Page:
Looming tariff increases cause major congestion

On March 1st, the 25% tariffs on $200 billion in Chinese goods will go into effect if a negotiation isn’t reached by the two countries. Doesn’t it feel like we’ve said that so many times already? The looming increase has been the talk of trade since they were announced and then delayed before the implementation date of January 1st. In an effort to avoid those tariffs, importers have been busy front loading cargo, bringing inventory into the US before it’s needed to then be warehoused until it can move to sellers across the country. The steady influx of cargo into warehouses and eventually on the road will complicate an already congested transportation situation in major cities around the country.

Congestion issues in traffic have been exacerbated by a shortage of drivers, the re-invigoration of the polar vortex that dropped snow and frigid temperatures on the Midwest US – where a chassis shortage was already slowing container traffic in major hubs. The overloaded traffic and now as warehouses are bursting at the seams leaves the world watching the negotiations as they play out between the US and china. Will cargo stop flowing because no deal is reached? Or will the US and China come to agreeable terms so the urgency of imports can fade into a more temperate climate?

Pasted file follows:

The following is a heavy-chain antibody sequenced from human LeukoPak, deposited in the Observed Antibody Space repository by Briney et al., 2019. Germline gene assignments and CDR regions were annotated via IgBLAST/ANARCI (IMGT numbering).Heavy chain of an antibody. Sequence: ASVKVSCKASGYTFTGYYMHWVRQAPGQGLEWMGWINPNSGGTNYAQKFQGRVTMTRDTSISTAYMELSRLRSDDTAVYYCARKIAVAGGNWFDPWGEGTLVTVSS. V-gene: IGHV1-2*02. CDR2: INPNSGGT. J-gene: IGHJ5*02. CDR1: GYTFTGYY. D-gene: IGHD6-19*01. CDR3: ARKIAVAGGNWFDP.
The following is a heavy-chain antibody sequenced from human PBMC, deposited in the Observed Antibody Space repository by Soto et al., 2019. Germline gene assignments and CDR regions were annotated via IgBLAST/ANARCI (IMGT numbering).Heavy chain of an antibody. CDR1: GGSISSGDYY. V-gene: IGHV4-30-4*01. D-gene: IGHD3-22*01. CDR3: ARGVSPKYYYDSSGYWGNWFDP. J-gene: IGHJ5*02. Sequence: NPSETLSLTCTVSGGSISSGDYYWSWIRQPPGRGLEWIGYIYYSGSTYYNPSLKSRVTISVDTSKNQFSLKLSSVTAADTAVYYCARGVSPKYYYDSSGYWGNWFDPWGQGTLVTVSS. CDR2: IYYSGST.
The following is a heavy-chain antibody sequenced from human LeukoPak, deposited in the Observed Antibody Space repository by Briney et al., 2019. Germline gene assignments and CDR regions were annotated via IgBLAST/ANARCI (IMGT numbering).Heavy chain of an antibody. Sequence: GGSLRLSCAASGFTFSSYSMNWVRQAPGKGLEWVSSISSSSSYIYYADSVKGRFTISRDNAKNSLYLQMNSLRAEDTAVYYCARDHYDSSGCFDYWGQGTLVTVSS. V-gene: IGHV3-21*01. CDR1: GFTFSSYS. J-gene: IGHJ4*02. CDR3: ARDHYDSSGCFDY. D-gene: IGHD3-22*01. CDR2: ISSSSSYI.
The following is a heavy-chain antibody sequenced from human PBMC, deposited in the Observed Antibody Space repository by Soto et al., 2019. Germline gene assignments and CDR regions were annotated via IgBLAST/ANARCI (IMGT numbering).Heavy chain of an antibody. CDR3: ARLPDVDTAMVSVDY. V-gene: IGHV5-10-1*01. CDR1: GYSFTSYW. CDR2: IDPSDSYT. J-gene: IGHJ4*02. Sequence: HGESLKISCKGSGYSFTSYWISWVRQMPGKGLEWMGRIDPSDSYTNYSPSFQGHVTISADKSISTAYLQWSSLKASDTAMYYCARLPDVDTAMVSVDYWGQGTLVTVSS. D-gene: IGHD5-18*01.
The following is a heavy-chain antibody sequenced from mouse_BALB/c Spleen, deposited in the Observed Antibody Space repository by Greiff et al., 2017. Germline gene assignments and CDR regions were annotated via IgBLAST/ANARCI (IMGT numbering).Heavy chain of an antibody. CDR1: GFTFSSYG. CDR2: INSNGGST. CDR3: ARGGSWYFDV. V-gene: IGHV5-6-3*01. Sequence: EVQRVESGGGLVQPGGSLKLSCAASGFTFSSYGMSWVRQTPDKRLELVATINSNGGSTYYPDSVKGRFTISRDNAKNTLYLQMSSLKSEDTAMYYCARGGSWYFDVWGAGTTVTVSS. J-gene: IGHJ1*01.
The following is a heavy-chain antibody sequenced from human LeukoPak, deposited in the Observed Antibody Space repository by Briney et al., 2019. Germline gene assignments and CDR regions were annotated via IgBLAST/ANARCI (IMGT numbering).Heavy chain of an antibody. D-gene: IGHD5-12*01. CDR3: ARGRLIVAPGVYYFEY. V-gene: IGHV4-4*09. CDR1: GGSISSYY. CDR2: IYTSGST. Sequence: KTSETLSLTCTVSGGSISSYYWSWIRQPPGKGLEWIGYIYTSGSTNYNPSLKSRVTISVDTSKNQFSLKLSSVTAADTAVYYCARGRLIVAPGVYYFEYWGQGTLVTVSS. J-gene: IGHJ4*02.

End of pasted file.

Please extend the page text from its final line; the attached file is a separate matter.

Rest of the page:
Sticking points to the agreement include intellectual property, cyber theft and the trade imbalance between the two nations. Those are real issues that require careful negotiation because the nations are irrevocably betwixt to each other and facilitating healthy trade is beneficial to both though the path to get there is painful and uncomfortable for everyone who makes a living in trade and logistics. We at Edward J. Zarach & Associates are working hard to keep cargo moving as smoothly as possible during this tumult. If you have questions or concerns about cargo coming from China, we encourage you to reach out to your representative and discuss options.